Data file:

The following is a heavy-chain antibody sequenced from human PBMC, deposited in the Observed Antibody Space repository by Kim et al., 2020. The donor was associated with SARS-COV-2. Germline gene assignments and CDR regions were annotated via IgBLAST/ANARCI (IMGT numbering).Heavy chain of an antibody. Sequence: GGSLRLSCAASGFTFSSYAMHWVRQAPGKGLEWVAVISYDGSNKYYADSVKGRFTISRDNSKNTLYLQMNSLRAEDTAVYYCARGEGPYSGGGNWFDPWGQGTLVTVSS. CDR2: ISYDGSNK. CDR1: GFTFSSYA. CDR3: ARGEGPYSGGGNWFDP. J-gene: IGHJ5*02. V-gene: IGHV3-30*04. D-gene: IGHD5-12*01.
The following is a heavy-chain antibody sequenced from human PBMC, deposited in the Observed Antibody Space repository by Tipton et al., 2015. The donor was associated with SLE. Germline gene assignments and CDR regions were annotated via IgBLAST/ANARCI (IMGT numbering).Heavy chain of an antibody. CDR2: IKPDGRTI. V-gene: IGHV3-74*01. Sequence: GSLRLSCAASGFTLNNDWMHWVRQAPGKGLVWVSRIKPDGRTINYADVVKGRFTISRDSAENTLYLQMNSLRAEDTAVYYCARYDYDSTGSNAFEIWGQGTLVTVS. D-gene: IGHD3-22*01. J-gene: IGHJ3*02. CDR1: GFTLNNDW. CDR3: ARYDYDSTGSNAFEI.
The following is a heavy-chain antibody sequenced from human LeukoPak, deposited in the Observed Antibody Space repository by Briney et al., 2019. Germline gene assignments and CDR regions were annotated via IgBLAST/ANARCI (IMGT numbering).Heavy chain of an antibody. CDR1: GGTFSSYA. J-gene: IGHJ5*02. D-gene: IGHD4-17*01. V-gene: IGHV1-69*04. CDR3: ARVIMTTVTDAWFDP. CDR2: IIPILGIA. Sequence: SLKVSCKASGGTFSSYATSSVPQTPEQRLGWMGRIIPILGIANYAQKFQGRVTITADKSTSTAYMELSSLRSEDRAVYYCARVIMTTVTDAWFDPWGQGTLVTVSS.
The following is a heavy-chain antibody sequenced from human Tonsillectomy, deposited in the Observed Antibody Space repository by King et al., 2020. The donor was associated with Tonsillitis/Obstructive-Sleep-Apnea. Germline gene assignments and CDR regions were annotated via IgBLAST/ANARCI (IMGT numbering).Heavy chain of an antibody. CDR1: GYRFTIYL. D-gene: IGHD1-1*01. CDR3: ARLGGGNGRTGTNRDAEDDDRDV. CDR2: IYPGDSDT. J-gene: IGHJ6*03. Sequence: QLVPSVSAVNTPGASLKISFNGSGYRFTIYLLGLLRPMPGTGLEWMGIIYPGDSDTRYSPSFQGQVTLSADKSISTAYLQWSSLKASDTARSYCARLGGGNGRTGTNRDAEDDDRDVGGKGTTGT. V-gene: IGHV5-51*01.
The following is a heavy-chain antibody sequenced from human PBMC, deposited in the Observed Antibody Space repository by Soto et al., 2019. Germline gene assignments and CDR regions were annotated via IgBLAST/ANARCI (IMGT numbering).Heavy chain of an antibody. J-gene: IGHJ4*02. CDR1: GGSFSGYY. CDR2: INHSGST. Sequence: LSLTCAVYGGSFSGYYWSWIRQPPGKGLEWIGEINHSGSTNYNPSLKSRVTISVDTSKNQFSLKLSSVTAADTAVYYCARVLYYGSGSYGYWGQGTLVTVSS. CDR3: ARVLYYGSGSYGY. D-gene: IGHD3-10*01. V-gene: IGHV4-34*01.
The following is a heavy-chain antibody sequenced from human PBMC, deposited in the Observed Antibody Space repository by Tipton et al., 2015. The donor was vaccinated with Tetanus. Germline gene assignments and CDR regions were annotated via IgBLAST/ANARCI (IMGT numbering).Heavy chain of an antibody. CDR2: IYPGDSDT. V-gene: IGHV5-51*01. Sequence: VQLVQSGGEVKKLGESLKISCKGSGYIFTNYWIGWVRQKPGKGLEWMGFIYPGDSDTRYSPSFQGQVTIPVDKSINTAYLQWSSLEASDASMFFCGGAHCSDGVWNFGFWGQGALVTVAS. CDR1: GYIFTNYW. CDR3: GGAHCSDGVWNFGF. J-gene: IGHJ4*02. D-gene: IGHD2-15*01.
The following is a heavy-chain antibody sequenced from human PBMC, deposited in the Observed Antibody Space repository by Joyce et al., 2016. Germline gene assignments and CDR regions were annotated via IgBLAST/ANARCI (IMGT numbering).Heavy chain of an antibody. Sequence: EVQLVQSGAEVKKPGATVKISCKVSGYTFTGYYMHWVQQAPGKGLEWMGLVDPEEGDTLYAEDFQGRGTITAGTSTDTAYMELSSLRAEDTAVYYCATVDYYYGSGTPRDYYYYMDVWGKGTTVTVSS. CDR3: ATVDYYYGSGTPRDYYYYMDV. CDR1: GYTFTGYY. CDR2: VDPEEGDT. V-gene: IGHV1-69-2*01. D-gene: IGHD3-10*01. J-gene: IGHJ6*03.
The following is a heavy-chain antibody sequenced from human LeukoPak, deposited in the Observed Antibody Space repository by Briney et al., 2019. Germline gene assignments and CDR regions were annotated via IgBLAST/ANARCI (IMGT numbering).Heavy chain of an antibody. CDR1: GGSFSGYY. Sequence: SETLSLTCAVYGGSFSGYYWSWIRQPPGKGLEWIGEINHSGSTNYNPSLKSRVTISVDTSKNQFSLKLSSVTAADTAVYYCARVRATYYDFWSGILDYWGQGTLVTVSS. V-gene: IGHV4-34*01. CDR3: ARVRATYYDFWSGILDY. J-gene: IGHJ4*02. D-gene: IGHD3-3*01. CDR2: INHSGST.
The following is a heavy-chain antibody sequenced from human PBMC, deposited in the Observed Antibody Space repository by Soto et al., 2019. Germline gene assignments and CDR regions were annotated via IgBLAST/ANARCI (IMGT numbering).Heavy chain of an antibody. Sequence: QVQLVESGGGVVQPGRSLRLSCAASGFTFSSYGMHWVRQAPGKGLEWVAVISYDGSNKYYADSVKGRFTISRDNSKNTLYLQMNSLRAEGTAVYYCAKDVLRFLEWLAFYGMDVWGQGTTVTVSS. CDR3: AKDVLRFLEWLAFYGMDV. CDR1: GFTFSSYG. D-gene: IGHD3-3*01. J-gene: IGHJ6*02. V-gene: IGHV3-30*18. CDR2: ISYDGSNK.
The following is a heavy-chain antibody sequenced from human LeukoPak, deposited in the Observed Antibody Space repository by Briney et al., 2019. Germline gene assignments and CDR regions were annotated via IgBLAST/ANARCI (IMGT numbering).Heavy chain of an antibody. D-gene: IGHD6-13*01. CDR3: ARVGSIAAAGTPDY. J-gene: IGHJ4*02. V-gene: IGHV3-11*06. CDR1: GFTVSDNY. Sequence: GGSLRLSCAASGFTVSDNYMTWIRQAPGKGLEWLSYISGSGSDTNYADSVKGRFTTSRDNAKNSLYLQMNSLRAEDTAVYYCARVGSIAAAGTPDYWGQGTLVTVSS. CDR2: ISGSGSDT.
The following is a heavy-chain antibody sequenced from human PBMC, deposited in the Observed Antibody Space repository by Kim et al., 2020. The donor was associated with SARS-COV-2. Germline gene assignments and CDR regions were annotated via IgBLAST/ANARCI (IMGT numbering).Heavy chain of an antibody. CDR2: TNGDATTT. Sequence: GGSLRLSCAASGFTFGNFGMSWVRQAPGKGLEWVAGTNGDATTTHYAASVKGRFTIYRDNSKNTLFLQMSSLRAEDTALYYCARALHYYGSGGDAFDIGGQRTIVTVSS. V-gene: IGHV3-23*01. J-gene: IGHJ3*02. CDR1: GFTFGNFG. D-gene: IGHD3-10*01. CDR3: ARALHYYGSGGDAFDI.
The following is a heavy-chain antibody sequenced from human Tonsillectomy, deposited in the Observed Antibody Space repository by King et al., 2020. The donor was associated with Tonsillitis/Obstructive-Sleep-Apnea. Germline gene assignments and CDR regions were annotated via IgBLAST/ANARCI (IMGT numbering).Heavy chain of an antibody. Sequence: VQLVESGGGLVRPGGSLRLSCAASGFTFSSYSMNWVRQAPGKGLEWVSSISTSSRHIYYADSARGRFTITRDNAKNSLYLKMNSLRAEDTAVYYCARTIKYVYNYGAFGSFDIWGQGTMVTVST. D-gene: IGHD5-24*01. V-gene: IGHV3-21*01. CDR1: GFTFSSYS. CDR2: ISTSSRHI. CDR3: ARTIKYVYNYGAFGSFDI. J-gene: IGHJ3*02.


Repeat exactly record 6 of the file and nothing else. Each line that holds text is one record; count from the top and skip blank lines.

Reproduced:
The following is a heavy-chain antibody sequenced from human PBMC, deposited in the Observed Antibody Space repository by Tipton et al., 2015. The donor was vaccinated with Tetanus. Germline gene assignments and CDR regions were annotated via IgBLAST/ANARCI (IMGT numbering).Heavy chain of an antibody. CDR2: IYPGDSDT. V-gene: IGHV5-51*01. Sequence: VQLVQSGGEVKKLGESLKISCKGSGYIFTNYWIGWVRQKPGKGLEWMGFIYPGDSDTRYSPSFQGQVTIPVDKSINTAYLQWSSLEASDASMFFCGGAHCSDGVWNFGFWGQGALVTVAS. CDR1: GYIFTNYW. CDR3: GGAHCSDGVWNFGF. J-gene: IGHJ4*02. D-gene: IGHD2-15*01.